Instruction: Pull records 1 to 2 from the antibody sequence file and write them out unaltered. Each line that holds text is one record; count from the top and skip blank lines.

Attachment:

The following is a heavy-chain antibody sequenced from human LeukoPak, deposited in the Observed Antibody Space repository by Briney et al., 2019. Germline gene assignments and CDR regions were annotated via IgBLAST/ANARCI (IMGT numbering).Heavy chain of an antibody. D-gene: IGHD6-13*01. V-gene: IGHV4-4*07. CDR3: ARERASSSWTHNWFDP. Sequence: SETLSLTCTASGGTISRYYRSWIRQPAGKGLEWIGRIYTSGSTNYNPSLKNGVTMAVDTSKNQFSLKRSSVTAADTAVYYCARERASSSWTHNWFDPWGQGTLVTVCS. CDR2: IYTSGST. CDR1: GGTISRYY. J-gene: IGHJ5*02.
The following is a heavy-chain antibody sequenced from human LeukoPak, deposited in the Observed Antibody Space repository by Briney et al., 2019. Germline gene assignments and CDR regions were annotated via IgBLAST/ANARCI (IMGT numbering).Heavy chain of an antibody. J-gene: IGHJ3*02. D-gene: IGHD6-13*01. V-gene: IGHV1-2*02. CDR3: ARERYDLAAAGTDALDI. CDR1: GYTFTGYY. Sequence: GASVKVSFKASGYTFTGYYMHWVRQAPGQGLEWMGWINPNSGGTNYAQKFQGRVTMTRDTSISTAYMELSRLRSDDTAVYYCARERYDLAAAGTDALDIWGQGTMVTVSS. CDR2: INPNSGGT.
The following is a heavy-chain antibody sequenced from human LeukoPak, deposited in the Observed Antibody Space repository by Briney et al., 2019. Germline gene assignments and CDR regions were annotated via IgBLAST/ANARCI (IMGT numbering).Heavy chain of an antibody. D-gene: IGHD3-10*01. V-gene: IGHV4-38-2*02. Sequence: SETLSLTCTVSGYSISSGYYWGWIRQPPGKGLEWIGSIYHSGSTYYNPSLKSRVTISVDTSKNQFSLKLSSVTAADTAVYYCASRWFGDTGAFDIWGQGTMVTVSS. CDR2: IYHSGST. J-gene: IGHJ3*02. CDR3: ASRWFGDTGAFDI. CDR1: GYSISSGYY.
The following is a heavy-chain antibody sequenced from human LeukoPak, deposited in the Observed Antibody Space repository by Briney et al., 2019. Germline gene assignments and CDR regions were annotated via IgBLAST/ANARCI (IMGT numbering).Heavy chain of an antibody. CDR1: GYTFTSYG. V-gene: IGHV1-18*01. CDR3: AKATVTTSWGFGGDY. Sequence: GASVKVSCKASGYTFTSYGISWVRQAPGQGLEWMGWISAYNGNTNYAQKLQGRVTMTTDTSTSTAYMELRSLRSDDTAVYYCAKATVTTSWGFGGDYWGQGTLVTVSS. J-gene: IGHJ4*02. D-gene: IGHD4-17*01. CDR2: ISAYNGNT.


The following is a heavy-chain antibody sequenced from human LeukoPak, deposited in the Observed Antibody Space repository by Briney et al., 2019. Germline gene assignments and CDR regions were annotated via IgBLAST/ANARCI (IMGT numbering).Heavy chain of an antibody. D-gene: IGHD6-13*01. V-gene: IGHV4-4*07. CDR3: ARERASSSWTHNWFDP. Sequence: SETLSLTCTASGGTISRYYRSWIRQPAGKGLEWIGRIYTSGSTNYNPSLKNGVTMAVDTSKNQFSLKRSSVTAADTAVYYCARERASSSWTHNWFDPWGQGTLVTVCS. CDR2: IYTSGST. CDR1: GGTISRYY. J-gene: IGHJ5*02.
The following is a heavy-chain antibody sequenced from human LeukoPak, deposited in the Observed Antibody Space repository by Briney et al., 2019. Germline gene assignments and CDR regions were annotated via IgBLAST/ANARCI (IMGT numbering).Heavy chain of an antibody. J-gene: IGHJ3*02. D-gene: IGHD6-13*01. V-gene: IGHV1-2*02. CDR3: ARERYDLAAAGTDALDI. CDR1: GYTFTGYY. Sequence: GASVKVSFKASGYTFTGYYMHWVRQAPGQGLEWMGWINPNSGGTNYAQKFQGRVTMTRDTSISTAYMELSRLRSDDTAVYYCARERYDLAAAGTDALDIWGQGTMVTVSS. CDR2: INPNSGGT.